Violence Prevention Program
A comprehensive program addressing sexual violence, relationship violence and stalking, the Violence Prevention Program combats violent crimes against women and men on campus. An award from the US Department of Justice supports this work.
We work to strengthen victim/survivor advocacy and services, and to build a coordinated comprehensive education and prevention effort, and create a campus culture that addresses the roots of gender and relationship violence while fostering healthy relationships.
Gay Hall, Room 16A
The Wellness Center
Phone number: 320-589-6061
- Relationship Violence Awareness Month
- Stalking Awareness Month
- Sexual Violence Awareness Month
Support for Students, Faculty and Staff
*Free, confidential (see statement below) advocacy services on campus for victims/survivors and concerned persons affected by sexual assault, relationship violence and stalking.
*Coordinates the campus efforts to prevent violence.
*Works together with the City of Morris and County of Stevens to provide :
--24 hour crisis hot line Someplace Safe (1-800-974-3359)
--On-Campus confidential crisis intervention
--Advocacy and support services for students, faculty and staff
--Health Care advocacy, making sure appropriate services are offered.
--Support and assistance when filing police reports.
--Assisting in making arrangements for safe housing.
--Legal advocacy, including support in attaining restraining and harassment orders and court appearances.
--Assistance with the Behavior Committee and campus judicial processes.
If you are sexually assaulted, involved in an abusive relationship or being stalked, know that it isn't your fault. Perpetrators are responsible for committing the crime and need to be held accountable for their actions.
Confidentiality -- Release of Information
Any student using The Violence Prevention Program is guaranteed confidentiality of the information they share with the coordinator, advocates and interns.
Students who would like their confidential information to be shared with a third party, i.e. their family members, counselors, staff, faculty, or any other person, will be asked to complete and sign a Release of Information form.
The Violence Prevention Program may break confidentiality in the event that he or she learns that the student is in imminent danger (such as imminent suicidal threat), the student has made an imminent threat against the life of another individual, or a child or vulnerable adult is being abused. The reason for such a break in confidentiality is for the safety of the student and/or others.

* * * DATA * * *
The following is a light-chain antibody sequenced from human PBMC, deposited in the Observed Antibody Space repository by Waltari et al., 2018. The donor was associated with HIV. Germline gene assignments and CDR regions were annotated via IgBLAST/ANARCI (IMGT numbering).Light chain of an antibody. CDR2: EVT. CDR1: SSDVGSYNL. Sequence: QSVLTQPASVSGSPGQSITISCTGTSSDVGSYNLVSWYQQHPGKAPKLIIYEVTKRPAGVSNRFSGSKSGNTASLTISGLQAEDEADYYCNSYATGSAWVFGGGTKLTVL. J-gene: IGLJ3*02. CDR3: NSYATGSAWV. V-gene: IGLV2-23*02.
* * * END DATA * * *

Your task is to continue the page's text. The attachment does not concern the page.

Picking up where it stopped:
Someplace Safe works in collaboration with the Violence Prevention Program, which offers free confidential advocacy services for sexual assault, relationship violence and stalking. Services include 24 hour crisis line, crisis intervention, information and referrals; advocacy for medical exams and legal proceedings; support groups; training and education; shelter and safe hotel system; criminal justice monitoring and policy development. Someplace Safe has an office located in Morris and other surrounding communities. An advocate is available to talk with 24 hours a day 7 days a week by calling 800-974-3359.
Stevens County Violence Prevention Task Force
UMM and various community agencies work together to support victims/ survivors of sexual assault, relationship violence and stalking in the most effective manner. The Stevens County Violence Prevention Task Force leads a coordinated community response to support victims/survivors and hold perpetrators responsible. Participating agencies include: Violence Prevention Program, Campus Police, Student Counseling, Student Affairs, Someplace Safe, Morris Police Department, Stevens County Sheriff’s Office, Stevens County Attorney’s Office, Stevens Community Medical Clinic, Stevens County Court Administrator, and Stevens County Human Services.
This project is supported by Grant No. 2006-WA-AX-0005 awarded by the Violence Against Women Office, Office of Justice Programs, U.S. department of Justice. Points of view in this document are those of the author and do not necessarily represent the official position or policies of the U.S. Department of Justice.